Take a vitamin
Research from several studies, one published in The British Journal of Nutrition suggests that vitamins may be associated with a lower body weight and reduced appetite. Multivitamins are especially effective at reducing hunger symptoms for females on energy-restricted diets. Men, who reported the use of vitamin and mineral supplements had a lower weight, carried less fat and had higher resting energy expenditure compared to men in the placebo group. The results were similar in women. Vitamins and minerals work together as a team in the body, if one team member is off sick (or missing) the other team members can’t do their job properly. The first thing to add if you want to use supplements is a good multivitamin.
If conflicting nutrition advice for health confuses you, you are not alone. The internet has left us spoilt for choice, nutritional health claims are everywhere. Should you follow the low sugar diet, eat organically or go vegetarian? Perhaps finding your ideal weight or body composition and staying there might be more important.
Eating healthy, being active and maintaining a healthy body weight all go hand in hand. It is very difficult for many people to eat poorly and maintain a body mass index below 25. BMI or Body mass index is a measure of weight based on height. To calculate your BMI you will need to divide your weight by your height squared. A BMI of over 30 indicates that you are overweight and puts you at a higher risk of having cardiovascular disease, indigestion, reflux, type 2 diabetes or some cancers.
A large study published in the Cancer Epidemiology Biomarkers and Prevention Journal, looked at the relationship between energy intake and cancer risk. During the study, researchers screened 38,660 women for a period of 8 years. Their findings suggest that increased energy or calorie intake was positively and significantly associated with risk of breast cancer, even after controlling for the effects of body mass index and exercise. A high calorie intake may modulate cancer risk by enhancing increasing insulin levels. The effect of elevated energy intake on cell changes may be a continuous and cumulative process through out the entire life. Further research is needed, however it is clear that nutritional education directed at calorie control or towards achieving energy balance may substantially reduce some cancers.
We’ve all heard the saying “we are what we eat”, perhaps it would be better worded “we are how much we eat. Remember marketers want us to consume more so food will always be promoted as healthy. Foods which are promoted with the biggest advertising budgets are often those which contain less nutrients and fibre and more fat and sugar. Read labels and stay away from hydrogenised or partially hydrogenised vegetable oils, these are Tran’s fats. Anything that has vegetable shortening on the label contains Tran’s fats and omitting these nasty fats from our diet help with weight management. Check labels for added sugar, sugar adds empty calories to our diet. An easy guide is to check the amount of sugar in grams on the food label. 1 tsp of sugar is around 5 grams, so if the label says 15 grams of sugar, you know that’s 3 teaspoons. Honey and golden syrup contain just as many calories. Other words for sugar are glucose, lactose, corn syrup, malt, malt extract or modified carbohydrate.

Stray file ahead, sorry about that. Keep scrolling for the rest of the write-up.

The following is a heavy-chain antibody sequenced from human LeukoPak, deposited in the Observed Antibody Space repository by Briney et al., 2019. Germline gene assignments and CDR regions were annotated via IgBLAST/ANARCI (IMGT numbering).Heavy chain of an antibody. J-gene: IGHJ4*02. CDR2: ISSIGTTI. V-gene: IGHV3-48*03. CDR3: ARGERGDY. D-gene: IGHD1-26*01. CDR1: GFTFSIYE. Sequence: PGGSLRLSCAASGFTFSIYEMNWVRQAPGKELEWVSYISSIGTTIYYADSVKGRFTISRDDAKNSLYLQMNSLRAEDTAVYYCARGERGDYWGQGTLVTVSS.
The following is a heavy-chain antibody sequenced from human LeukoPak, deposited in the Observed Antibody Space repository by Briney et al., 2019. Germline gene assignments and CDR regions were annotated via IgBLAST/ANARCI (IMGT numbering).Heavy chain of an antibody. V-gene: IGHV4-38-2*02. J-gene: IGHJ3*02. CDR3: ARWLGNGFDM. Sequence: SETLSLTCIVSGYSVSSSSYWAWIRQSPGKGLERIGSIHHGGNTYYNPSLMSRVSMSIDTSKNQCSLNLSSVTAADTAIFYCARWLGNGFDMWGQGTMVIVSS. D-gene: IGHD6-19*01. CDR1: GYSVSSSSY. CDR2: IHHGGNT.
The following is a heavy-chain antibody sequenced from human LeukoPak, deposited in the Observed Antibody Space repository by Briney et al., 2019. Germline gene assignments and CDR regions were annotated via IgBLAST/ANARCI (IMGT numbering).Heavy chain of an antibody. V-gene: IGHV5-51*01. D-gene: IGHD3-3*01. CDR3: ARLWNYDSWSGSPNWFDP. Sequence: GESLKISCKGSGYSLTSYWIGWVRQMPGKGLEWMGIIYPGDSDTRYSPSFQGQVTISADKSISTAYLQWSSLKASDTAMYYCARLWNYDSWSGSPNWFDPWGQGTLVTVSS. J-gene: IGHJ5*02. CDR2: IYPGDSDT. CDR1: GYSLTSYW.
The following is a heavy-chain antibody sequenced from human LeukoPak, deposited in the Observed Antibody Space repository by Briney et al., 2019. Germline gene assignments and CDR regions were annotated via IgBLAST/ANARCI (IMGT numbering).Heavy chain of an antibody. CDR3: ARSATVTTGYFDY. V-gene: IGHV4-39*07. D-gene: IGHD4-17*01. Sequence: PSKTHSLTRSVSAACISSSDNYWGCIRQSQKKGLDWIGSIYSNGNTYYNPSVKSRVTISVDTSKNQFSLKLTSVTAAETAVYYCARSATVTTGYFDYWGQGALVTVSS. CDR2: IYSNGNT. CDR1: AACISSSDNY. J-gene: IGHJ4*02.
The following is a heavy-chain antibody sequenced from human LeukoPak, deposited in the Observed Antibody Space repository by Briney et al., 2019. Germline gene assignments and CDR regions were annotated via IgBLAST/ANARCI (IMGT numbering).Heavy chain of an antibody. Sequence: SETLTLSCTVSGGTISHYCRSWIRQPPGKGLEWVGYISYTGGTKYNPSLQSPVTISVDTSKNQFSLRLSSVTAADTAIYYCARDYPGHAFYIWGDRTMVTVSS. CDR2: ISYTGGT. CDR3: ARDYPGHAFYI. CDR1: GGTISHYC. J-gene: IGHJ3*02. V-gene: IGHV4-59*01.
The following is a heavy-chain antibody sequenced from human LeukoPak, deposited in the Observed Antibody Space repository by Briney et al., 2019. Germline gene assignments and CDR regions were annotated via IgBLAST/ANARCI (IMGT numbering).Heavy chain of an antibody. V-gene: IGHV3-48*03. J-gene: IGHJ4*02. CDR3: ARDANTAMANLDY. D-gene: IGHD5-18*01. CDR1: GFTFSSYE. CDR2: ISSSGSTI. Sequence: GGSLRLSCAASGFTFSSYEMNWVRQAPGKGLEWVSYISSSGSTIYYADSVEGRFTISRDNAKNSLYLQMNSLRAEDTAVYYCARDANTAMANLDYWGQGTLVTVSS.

Energy in food is measured in calories or kilojoules. All food provides energy, fats provide 9 calories per gram, alcohol provides 7 calories per gram, and carbohydrates and protein both provide 4 calories per gram. While calorie counting has been given a bad rap lately, we cannot ignore the fact that as a nation we over eat.
It is tempting to use the latest super food or diet in the pursuit of health and wellness, but a quick tally up of your current food and drink intake will do more for your health. As a nation we are consuming more calories than we need. Never before have we had so much food available in such large portions. Experts agree we need to become more active, partly because we need to find a way to burn off the extra energy we’re consuming.
Making dietary changes for health reasons shouldn’t be complicated. It doesn’t matter whether you adopt the Mediterranean diet, go vegetarian or eat only organic. What ever you do watch what you eat and moderate your calories. In this day and age, calorie awareness is vital.
Did you know there are over 25 different names for sugar?
That’s why we end up consuming a high sugar diet without even planning to. Sugar is a type of carbohydrate. You may also hear sugar referred to as a simple or fast-acting carbohydrate. There are two main types of sugar, naturally occurring sugars such as those found in milk or fruit, or added sugars such as those added during food processing. Pay attention to food labels, particularly ingredient lists. Here are some commonly used names for sugar you will find hidden in many foods. Corn syrup, dextrose, fructose, galactose, honey, maltose, maltodextrin, rice syrup, sucrose, fruit concentrate, high-fructose corn syrup and invert sugar.
Some foods contain more than five added sugars, learning the secret language of sugar can help you consume a healthier diet. Want to receive more cool tips about nutrition? Join our FREE newsletter.